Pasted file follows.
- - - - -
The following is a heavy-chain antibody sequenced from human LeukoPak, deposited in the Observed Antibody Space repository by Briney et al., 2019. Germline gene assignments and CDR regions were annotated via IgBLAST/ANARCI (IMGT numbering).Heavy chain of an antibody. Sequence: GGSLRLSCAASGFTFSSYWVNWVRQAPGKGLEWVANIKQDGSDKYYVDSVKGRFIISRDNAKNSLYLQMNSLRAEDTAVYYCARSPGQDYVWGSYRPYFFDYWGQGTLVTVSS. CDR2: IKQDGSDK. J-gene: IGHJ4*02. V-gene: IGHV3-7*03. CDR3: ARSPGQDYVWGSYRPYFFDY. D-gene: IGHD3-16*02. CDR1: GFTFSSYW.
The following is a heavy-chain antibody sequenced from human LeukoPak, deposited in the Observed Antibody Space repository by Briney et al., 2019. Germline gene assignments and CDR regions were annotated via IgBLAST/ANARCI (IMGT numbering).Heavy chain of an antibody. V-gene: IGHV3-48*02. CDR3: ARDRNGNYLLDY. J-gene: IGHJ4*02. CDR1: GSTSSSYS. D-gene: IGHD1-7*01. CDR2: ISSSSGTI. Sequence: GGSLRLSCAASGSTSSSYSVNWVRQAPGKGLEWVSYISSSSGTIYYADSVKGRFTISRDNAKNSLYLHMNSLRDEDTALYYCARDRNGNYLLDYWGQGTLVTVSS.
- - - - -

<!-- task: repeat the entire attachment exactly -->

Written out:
The following is a heavy-chain antibody sequenced from human LeukoPak, deposited in the Observed Antibody Space repository by Briney et al., 2019. Germline gene assignments and CDR regions were annotated via IgBLAST/ANARCI (IMGT numbering).Heavy chain of an antibody. Sequence: GGSLRLSCAASGFTFSSYWVNWVRQAPGKGLEWVANIKQDGSDKYYVDSVKGRFIISRDNAKNSLYLQMNSLRAEDTAVYYCARSPGQDYVWGSYRPYFFDYWGQGTLVTVSS. CDR2: IKQDGSDK. J-gene: IGHJ4*02. V-gene: IGHV3-7*03. CDR3: ARSPGQDYVWGSYRPYFFDY. D-gene: IGHD3-16*02. CDR1: GFTFSSYW.
The following is a heavy-chain antibody sequenced from human LeukoPak, deposited in the Observed Antibody Space repository by Briney et al., 2019. Germline gene assignments and CDR regions were annotated via IgBLAST/ANARCI (IMGT numbering).Heavy chain of an antibody. V-gene: IGHV3-48*02. CDR3: ARDRNGNYLLDY. J-gene: IGHJ4*02. CDR1: GSTSSSYS. D-gene: IGHD1-7*01. CDR2: ISSSSGTI. Sequence: GGSLRLSCAASGSTSSSYSVNWVRQAPGKGLEWVSYISSSSGTIYYADSVKGRFTISRDNAKNSLYLHMNSLRDEDTALYYCARDRNGNYLLDYWGQGTLVTVSS.